How much duty free can I bring into French Polynesia?

All passengers arriving in French Polynesia must clear Immigration and Customs at Faa'a International Airport (PPT).  Each person may legally bring the following items into French Polynesia duty free: 200 cigarettes, 200 cigarillos, or 100 cigars; 50 grams of perfume; 500 grams of coffee; 100 grams of tea; 10 rolls of film; and 2 liters of alcohol. Returning home, U.S. customs allow an exemption of $800 in goods per resident, including one quart of liquor and 200 cigarettes; Canadian customs also allow an $800 exemption, including 1.1 liters of alcohol and 200 cigarettes. (  Pets and plants are subject to strict regulations.



What is the currency in French Polynesia?

The currency in French Polynesia is the Pacific Franc (franc cours pacifique) abbreviated to XPF or CFP.  Euros are widely accepted and usually used at all the larger resorts.

What is the currency conversion for USD to CFP?

​You can calculate the conversion rate using XE Currency Converter

Should I get money out before I go to French Polynesia and what is the best way to pay for things?

The bank and ATM at Faa'a International Airport is open for the arrival of all international flights, so you can exchange money on arrival. There are international banks in Papeete.  International hotels will also exchange currency for a higher exchange rate.


Banks have limited hours on Saturdays and are always closed on Sunday’s.  You will find plenty of ATM’s downtown.  Credit cards are widely accepted in tourist areas throughout the main islands.  Visa and Mastercard are the most accepted cards.  Some hotel and restaurants won’t accept American Express.  Cash is usually required at stores and restaurants in more isolated areas such as Manihi and Fakarava.

Do I tip for services in French Polynesia?

Tipping is not customary or expected in French Polynesia.  You can choose to tip for excellent service and it will be gratefully accepted.


Can I bargain with retailers and in markets for a better price?

Bargaining is not expected however sometimes it’s possible to get a discount on black pearls or artists works when buying directly with the supplier.



What language is spoken in French Polynesia?

Most people French Polynesians speak both French and Tahitian which is the dominant Polynesian language.  These are the official languages however English is widely spoken.  In some of the more isolated islands older residents speak the local Polynesian language and these can differ from island to island.


Are there any etiquette or customs I should be aware of?

The culture in French Polynesia is very laid back.  Dress is casual with common attire being sarongs, shorts and T-shirts. If you’re attending a church service then you will need to wear appropriate clothing.

When visiting a local home, it is expected and polite for you to remove your shoes before entering.  Leave them at the front door.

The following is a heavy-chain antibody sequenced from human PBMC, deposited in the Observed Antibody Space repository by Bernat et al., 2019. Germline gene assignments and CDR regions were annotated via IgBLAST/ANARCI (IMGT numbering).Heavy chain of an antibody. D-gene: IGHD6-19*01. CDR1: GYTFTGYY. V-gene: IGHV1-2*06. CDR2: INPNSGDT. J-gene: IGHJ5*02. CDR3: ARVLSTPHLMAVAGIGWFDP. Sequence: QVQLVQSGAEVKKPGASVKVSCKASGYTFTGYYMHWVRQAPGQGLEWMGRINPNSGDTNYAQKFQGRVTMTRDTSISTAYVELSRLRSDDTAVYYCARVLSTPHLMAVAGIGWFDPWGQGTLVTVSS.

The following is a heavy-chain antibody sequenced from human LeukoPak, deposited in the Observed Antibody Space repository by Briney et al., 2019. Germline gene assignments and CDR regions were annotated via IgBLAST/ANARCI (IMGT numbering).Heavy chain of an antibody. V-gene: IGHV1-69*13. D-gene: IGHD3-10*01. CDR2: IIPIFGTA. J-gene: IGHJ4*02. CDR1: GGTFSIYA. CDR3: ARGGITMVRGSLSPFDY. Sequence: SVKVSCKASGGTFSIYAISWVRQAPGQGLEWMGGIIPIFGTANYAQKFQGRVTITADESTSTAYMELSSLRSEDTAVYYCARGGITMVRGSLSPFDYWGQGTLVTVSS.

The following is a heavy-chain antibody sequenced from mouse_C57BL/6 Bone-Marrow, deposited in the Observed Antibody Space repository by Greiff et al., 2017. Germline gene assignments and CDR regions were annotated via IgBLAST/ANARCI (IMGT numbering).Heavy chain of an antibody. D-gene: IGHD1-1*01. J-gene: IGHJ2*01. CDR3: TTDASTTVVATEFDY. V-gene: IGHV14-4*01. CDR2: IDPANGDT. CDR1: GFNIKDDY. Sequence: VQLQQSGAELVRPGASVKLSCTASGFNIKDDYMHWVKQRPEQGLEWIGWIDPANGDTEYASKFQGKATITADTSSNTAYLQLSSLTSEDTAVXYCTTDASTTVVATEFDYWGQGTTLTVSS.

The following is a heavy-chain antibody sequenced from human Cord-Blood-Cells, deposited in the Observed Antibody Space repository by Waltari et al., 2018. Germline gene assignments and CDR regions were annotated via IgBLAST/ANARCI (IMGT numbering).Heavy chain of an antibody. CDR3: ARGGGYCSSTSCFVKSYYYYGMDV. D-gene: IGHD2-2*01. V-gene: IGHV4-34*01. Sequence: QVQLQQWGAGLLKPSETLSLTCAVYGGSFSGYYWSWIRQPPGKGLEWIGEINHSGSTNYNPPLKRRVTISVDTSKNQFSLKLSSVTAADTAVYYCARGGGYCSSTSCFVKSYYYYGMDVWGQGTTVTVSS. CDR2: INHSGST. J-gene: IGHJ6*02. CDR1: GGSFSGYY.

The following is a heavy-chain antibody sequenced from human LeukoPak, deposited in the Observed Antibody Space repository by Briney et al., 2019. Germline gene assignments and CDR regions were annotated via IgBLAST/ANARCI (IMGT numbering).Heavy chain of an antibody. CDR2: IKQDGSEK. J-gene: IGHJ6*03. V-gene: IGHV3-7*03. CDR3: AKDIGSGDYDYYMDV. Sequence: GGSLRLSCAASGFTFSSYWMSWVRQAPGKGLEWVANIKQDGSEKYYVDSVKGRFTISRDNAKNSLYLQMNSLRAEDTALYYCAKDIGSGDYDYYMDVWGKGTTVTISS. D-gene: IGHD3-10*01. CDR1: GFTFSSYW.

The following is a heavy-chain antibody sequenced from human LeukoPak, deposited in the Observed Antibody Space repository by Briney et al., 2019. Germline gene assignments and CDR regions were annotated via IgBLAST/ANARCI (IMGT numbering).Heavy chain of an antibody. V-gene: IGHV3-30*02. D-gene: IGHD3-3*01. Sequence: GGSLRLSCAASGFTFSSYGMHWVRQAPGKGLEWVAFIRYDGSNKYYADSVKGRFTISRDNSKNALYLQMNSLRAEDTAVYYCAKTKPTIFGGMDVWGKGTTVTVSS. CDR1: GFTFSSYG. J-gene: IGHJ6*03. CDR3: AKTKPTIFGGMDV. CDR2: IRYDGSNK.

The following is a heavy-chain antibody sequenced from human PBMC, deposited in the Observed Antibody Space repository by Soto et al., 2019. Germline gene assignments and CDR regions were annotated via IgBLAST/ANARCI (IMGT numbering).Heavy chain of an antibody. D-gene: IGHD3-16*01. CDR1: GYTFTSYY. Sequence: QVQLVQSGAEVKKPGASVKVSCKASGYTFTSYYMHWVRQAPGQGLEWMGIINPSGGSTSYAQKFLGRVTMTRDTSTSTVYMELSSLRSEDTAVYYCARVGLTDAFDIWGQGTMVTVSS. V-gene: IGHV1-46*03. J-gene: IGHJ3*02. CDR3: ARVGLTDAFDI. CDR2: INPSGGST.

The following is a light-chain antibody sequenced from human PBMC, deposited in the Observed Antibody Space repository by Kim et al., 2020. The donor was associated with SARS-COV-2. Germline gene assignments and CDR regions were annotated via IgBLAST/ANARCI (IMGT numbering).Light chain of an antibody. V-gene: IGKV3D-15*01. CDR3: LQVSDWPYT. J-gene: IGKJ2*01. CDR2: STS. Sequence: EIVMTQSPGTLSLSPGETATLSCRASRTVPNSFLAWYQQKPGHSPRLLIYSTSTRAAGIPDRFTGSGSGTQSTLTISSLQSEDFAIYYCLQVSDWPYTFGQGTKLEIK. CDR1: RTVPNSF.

What is the power in the Cook Islands and will I need an adapter?

The voltage in French Polynesia is 220 volts (60 Hz).  Hotels use either 110 or 22OV and the outlets require Type E and C plus like the ones used in Europe.  You can see what the plugs look like at World Standards. Bring an adapter or converter with you and double check the voltage requirements before plugging in your device.  The adapter or converter is one suitable for Europe/Asia.

What is the emergency number in French Polynesia?

Ambulance 15, Fire 120 and Police 20.  


What is the mobile coverage like in French Polynesia?

French Polynesia uses GSM (Global System for Mobiles) so you will need a GSM enabled phone to access cell signals.  If necessary you can rent a phone or buy a local SIM card from the local mobile network Vinia ( when you arrive.


Where can I find WiFi?

You can find internet access most places in Tahiti.  Not all hotels are fully wifi enabled with some only offering wifi in common areas.  It’s likely you’ll need to use the ethernet cable in your hotel room. Note, not all hotels offer free internet access. 

Can I use a drone in French Polynesia?

​You can fly a drone in French Polynesia but you have to abide by the regulations.  The rules for flying a drone in French Polynesia are the same as flying one in France.  More information can be found at the French Transports Ministry (Ministère de l’Environnement, de l’Energie et de la Mer)


Facts about French Polynesia

  • Tahiti was the first island to experience European conquest.

  • King Pomare V was Tahiti’s last monarch, and he was forced to cede Tahiti’s sovereignty to France in 1880.

  • In 1996 the French government conduced the last 193 nuclear bomb tests around the Fangataufa and Moruroa atolls. These tests had been happening over a 30 year period.

  • French Polynesian citizens have the same political and civil rights as mainland French citizens.

  • In the 18th century Tahiti had 2 famous European visitors – English naturalist Charles Darwin and American artist Alfred Thomas Agate.

  • The Europeans introduced guns, alcohol and many fatal diseases to the Tahitians such as smallpox, influenza and typhus.

  • French Polynesia use the Metric scale for distance and Celsius scale for temperature.